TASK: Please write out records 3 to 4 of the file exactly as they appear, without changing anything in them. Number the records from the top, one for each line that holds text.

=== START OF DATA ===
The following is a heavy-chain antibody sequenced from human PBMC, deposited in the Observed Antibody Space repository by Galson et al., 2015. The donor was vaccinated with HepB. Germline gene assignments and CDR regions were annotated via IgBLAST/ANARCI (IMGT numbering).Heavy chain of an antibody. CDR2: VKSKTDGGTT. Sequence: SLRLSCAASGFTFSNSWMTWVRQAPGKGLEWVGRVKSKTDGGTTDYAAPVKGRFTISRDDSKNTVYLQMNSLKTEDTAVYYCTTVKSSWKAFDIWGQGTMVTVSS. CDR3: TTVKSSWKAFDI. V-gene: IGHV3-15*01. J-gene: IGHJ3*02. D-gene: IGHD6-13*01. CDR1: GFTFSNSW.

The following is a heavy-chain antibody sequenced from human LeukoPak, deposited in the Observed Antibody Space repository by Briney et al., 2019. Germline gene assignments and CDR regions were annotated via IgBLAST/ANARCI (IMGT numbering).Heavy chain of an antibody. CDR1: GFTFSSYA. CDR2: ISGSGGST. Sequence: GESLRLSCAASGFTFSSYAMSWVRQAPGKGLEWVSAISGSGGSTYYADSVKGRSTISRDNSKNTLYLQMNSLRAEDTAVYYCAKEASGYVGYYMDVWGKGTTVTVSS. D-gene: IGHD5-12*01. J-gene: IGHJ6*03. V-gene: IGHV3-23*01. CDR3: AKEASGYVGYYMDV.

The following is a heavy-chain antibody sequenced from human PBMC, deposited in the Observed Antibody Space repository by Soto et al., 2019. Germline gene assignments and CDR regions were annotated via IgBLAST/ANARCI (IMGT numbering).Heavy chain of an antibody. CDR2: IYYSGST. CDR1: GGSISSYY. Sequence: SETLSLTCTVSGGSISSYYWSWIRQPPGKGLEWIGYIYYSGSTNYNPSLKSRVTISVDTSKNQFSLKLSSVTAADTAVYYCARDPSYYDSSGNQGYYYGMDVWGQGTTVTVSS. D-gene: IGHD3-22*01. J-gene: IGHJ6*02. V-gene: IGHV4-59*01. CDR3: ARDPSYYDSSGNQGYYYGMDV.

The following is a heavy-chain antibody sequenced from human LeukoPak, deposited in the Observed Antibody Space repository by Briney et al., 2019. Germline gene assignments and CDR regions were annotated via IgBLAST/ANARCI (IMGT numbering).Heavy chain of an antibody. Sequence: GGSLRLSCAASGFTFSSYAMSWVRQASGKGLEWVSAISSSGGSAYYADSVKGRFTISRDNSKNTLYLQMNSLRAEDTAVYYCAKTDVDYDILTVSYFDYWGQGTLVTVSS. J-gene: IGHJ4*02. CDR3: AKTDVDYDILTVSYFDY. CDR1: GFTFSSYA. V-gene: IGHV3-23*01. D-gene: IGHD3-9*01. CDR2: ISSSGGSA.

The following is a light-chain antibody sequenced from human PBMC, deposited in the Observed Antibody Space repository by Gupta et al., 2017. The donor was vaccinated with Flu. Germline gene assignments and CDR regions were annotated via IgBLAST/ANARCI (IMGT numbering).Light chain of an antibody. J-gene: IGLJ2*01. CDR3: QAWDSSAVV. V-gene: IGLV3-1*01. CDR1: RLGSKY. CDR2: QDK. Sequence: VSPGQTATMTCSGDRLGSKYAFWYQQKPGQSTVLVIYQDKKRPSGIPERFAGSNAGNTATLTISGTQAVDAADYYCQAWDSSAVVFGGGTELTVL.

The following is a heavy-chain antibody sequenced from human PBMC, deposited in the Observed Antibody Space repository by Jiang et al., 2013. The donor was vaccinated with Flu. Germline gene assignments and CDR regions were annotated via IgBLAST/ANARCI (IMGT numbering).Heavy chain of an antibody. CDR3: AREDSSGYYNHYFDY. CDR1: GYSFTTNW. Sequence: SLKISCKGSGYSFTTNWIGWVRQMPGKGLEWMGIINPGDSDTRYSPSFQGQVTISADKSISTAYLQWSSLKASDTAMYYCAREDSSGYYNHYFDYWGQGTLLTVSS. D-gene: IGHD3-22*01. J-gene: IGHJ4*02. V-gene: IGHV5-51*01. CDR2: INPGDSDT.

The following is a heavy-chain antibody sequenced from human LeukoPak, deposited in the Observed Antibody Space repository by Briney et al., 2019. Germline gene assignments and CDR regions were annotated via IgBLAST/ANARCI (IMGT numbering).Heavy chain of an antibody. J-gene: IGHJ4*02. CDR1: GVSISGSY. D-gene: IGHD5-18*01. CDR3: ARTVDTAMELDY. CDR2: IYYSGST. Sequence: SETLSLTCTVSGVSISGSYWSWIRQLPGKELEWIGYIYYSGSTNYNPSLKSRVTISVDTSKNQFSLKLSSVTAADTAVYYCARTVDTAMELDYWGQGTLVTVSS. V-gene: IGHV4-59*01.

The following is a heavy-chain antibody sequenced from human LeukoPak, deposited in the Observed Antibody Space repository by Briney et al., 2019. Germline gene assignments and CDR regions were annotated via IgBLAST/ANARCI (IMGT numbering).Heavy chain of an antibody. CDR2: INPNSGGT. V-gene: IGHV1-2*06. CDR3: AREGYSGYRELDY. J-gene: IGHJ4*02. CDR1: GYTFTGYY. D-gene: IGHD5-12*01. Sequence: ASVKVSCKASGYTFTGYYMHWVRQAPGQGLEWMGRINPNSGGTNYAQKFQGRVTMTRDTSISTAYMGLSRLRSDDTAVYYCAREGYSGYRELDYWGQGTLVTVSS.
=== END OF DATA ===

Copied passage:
The following is a heavy-chain antibody sequenced from human PBMC, deposited in the Observed Antibody Space repository by Soto et al., 2019. Germline gene assignments and CDR regions were annotated via IgBLAST/ANARCI (IMGT numbering).Heavy chain of an antibody. CDR2: IYYSGST. CDR1: GGSISSYY. Sequence: SETLSLTCTVSGGSISSYYWSWIRQPPGKGLEWIGYIYYSGSTNYNPSLKSRVTISVDTSKNQFSLKLSSVTAADTAVYYCARDPSYYDSSGNQGYYYGMDVWGQGTTVTVSS. D-gene: IGHD3-22*01. J-gene: IGHJ6*02. V-gene: IGHV4-59*01. CDR3: ARDPSYYDSSGNQGYYYGMDV.

The following is a heavy-chain antibody sequenced from human LeukoPak, deposited in the Observed Antibody Space repository by Briney et al., 2019. Germline gene assignments and CDR regions were annotated via IgBLAST/ANARCI (IMGT numbering).Heavy chain of an antibody. Sequence: GGSLRLSCAASGFTFSSYAMSWVRQASGKGLEWVSAISSSGGSAYYADSVKGRFTISRDNSKNTLYLQMNSLRAEDTAVYYCAKTDVDYDILTVSYFDYWGQGTLVTVSS. J-gene: IGHJ4*02. CDR3: AKTDVDYDILTVSYFDY. CDR1: GFTFSSYA. V-gene: IGHV3-23*01. D-gene: IGHD3-9*01. CDR2: ISSSGGSA.